"The Prince's Bride" by JJ McAvoy

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As soon as I read the description of this book, I knew I had to read it. Royalty, as readers of my blog might have gathered, is one of my fascinations. JJ McAvoy warned me that it might not be what I was expecting because her prince was from an invented country, but her royals live with the same realities of modern European royalty -- an avid press, traditions, duty, and the ever-present knowledge that as a member of the royal family, one's life is never quite one's own.

Prince Gale is the second son, and though still somewhat restricted by protocol, he enjoys his life to the fullest. Until he learns two devastating facts: his father has dementia and the kingdom is broke. He's being asked to secure a rich bride and one has been chosen for him.

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Odette Wyntor is an American, sharing the inheritance of her father's massive tech fortune with her half-sister.  But her father has put restrictions on the money -- each of his daughters must marry in order to inherit. Odette hopes that she can support herself and her mother with her music career, but it soon becomes apparent she can't keep up with the bills. Though she's loath accept it, Odette needs a husband as much as Gale needs a rich wife.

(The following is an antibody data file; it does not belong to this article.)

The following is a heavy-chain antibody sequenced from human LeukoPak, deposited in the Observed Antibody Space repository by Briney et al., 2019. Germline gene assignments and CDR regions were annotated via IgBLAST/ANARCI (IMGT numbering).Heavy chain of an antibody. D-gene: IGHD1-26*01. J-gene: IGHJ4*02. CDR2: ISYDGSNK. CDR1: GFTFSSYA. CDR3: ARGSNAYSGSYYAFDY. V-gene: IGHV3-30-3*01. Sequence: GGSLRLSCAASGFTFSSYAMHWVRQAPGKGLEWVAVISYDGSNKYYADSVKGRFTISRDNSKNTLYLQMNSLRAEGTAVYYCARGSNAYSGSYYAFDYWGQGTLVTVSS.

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It's a familiar enough story. In the late Victorian era, impoverished nobles married wealthy American heiresses. I immediately thought back to Consuelo Vanderbilt, who married the Duke of Marlborough in 1895. Neither of them wanted the match, either. But as Gale's mother says early in the book, they cannot look for anyone to save them for they are the people who must do the saving.

This book is a lovely romance, sweet and royally funny. Gale attempts to court the reluctant Odette. He's a smart guy. He knows that strong relationships are built on friendship and that's where he starts. He's sincere, but terribly awkward, because this is the first time it's actually meant something, and this is the first time he finds himself truly caring about a woman. Odette has been hurt too many times not to give in without a struggle. But Gale is so charming a character you can't help but fall in love with him right along with her.

 I couldn't help but think of another "American Princess," Meghan Markle, who's faced an uphill battle for acceptance as Harry's bride. This book is focused on their romance here in the United States, but what sort of welcome will Odette, a woman of color, receive from the people of her new nation? I'm really eager to get my hands on the next volume because Odette and Gale have some pretty significant challenges they have to face, and I want to see how Odette will do in her new role.

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